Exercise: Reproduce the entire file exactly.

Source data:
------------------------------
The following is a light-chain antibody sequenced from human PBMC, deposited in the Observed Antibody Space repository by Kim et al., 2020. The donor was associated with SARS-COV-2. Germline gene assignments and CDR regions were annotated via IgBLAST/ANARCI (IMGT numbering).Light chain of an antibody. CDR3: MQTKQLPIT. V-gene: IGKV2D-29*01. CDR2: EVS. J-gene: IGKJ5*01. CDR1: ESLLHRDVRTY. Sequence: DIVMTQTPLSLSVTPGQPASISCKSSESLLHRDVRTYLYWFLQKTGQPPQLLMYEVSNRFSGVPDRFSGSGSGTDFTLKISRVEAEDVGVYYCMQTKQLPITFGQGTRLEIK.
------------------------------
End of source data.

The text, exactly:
The following is a light-chain antibody sequenced from human PBMC, deposited in the Observed Antibody Space repository by Kim et al., 2020. The donor was associated with SARS-COV-2. Germline gene assignments and CDR regions were annotated via IgBLAST/ANARCI (IMGT numbering).Light chain of an antibody. CDR3: MQTKQLPIT. V-gene: IGKV2D-29*01. CDR2: EVS. J-gene: IGKJ5*01. CDR1: ESLLHRDVRTY. Sequence: DIVMTQTPLSLSVTPGQPASISCKSSESLLHRDVRTYLYWFLQKTGQPPQLLMYEVSNRFSGVPDRFSGSGSGTDFTLKISRVEAEDVGVYYCMQTKQLPITFGQGTRLEIK.